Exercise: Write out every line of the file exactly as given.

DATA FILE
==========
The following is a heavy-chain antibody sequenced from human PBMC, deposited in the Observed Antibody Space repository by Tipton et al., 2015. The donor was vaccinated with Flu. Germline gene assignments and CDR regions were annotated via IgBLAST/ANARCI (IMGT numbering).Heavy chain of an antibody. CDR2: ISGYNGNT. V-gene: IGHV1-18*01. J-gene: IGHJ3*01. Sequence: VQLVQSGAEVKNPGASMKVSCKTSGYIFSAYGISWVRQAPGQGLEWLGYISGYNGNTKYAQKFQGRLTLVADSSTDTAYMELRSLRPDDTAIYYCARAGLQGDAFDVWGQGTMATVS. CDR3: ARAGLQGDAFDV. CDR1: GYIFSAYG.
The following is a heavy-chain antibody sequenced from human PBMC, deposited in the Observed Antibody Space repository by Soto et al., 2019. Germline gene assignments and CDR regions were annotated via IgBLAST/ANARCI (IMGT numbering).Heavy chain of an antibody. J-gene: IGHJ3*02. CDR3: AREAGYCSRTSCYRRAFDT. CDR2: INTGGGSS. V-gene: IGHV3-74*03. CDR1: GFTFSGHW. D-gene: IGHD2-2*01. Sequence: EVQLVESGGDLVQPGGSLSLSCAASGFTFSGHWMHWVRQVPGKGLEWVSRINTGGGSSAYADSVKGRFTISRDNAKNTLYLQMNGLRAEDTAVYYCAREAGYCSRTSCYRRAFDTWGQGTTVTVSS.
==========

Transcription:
The following is a heavy-chain antibody sequenced from human PBMC, deposited in the Observed Antibody Space repository by Tipton et al., 2015. The donor was vaccinated with Flu. Germline gene assignments and CDR regions were annotated via IgBLAST/ANARCI (IMGT numbering).Heavy chain of an antibody. CDR2: ISGYNGNT. V-gene: IGHV1-18*01. J-gene: IGHJ3*01. Sequence: VQLVQSGAEVKNPGASMKVSCKTSGYIFSAYGISWVRQAPGQGLEWLGYISGYNGNTKYAQKFQGRLTLVADSSTDTAYMELRSLRPDDTAIYYCARAGLQGDAFDVWGQGTMATVS. CDR3: ARAGLQGDAFDV. CDR1: GYIFSAYG.
The following is a heavy-chain antibody sequenced from human PBMC, deposited in the Observed Antibody Space repository by Soto et al., 2019. Germline gene assignments and CDR regions were annotated via IgBLAST/ANARCI (IMGT numbering).Heavy chain of an antibody. J-gene: IGHJ3*02. CDR3: AREAGYCSRTSCYRRAFDT. CDR2: INTGGGSS. V-gene: IGHV3-74*03. CDR1: GFTFSGHW. D-gene: IGHD2-2*01. Sequence: EVQLVESGGDLVQPGGSLSLSCAASGFTFSGHWMHWVRQVPGKGLEWVSRINTGGGSSAYADSVKGRFTISRDNAKNTLYLQMNGLRAEDTAVYYCAREAGYCSRTSCYRRAFDTWGQGTTVTVSS.